The one-year deal includes a mutual option for 2025 and is worth at least $12.5 million. Pederson will make $9.5 million in '24, and he will receive a $3 million buyout if he and the team don’t both exercise the $14 million option for '25.
Here are some of my takeaways from the Pederson signing:
The D-backs weren’t complacent this winter
It would have been easy for Arizona not to do a whole lot this offseason. After making the World Series last year, the club could have tried to sell fans on the fact that such a young team would inevitably improve on its own instead of spending big on the market.
Instead, general manager Mike Hazen and his staff took a cold, hard look at the 2023 season and saw a team that was outscored overall and still managed to slip into the postseason by just one game.
Give Hazen credit for realizing he had to make the team better, and give ownership credit for greenlighting the baseball-operations staff to take the Opening Day payroll to heights it has never been at.
“We're very appreciative that we've had the opportunity -- even amidst coming off of the World Series -- to go out and improve our roster,” Hazen said. “I think it matters in the clubhouse, incredibly, that those guys see the commitment that's being laid out there. And I know -- being down even in the training room on a daily basis [this winter] -- you can hear how appreciative the guys are. But we'll see. That doesn't mean you're going to win any more games.”
The coaching staff was a selling point for Pederson
The D-backs have a well-respected coaching staff -- no one more so than first-base/outfield/baserunning coach Dave McKay.
Pederson is not known as a good defender, but he said in a Zoom call with reporters on Tuesday that he wants to get better in the outfield, and he believes McKay can help with that.
“I've gotten to know him over the years, playing against him,” Pederson said. “I've heard so many good things and seen it in action. I’ve seen him help lot of guys steal a good amount of bases that aren't necessarily speedsters. I've seen him make huge improvements in the outfield with some guys that weren't as good, and I've seen him really lock in some of the guys that are more skilled.
“So even if I don't get a lot of opportunities on the field, I'll be putting the work in with him. Then when the opportunities present themselves, [I'll] make the best of them and go from there.”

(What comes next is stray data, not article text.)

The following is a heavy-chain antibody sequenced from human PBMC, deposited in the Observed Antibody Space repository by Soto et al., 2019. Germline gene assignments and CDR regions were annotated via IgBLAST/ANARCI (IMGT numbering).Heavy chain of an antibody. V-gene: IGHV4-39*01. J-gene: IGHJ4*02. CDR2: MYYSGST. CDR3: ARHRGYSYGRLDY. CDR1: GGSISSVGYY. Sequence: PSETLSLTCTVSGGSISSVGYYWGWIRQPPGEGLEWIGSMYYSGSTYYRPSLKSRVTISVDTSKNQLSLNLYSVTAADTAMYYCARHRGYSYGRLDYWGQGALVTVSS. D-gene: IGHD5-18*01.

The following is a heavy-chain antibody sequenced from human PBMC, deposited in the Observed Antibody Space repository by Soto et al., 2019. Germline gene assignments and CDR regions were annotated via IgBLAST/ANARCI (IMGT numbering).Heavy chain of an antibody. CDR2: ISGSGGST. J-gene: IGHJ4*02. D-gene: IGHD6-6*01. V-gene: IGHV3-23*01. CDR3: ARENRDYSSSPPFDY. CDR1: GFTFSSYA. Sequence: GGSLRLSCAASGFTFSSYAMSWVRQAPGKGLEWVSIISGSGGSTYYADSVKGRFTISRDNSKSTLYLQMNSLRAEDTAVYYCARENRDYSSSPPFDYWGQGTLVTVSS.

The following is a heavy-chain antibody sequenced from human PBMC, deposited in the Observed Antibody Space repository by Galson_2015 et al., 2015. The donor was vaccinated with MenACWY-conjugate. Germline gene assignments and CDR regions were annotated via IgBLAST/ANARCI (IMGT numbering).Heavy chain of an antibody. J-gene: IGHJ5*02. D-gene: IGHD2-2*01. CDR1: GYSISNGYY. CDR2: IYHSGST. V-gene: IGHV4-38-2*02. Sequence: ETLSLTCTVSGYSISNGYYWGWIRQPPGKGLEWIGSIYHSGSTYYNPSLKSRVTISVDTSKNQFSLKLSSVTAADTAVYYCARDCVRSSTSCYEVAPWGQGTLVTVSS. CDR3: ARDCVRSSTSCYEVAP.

It wasn’t the only mention of the coaches from Pederson. Watching the D-backs play from the opposing dugout for the past two seasons with the Giants, he noticed something else.
“The coaching staff seems incredible,” Pederson said. “I mean, to maintain the standard throughout the whole 162 [games], I don’t think it’s any fluke [that the D-backs reached the World Series].”
There is going to be a lot of competition this spring
Competition has been a buzzword for Hazen and manager Torey Lovullo since their first spring with the D-backs in 2017. Since then, there have been some competitive camps, but this year’s is really going to be something.
From the outfield (with guys like Jake McCarthy, Pavin Smith and No. 11 prospect Dominic Fletcher) to the infield (headlined by No. 1 prospect Jordan Lawlar, Emmanuel Rivera, Jace Peterson and Kevin Newman) to the pitching staff (which has too many names to list), there will be a lot of players fighting for few spots.
That’s important because sometimes there may be a natural letdown among players following a successful season, but no one can afford that this spring.
It also speaks well to the depth the D-backs will have to draw from during the season, as injuries and slumps are unavoidable.
And Hazen might not be done adding yet.
While he said that most of the heavy lifting is probably over, there are still some areas he’d like to add help in, including the bullpen and potentially another right-handed bat to compete for a spot.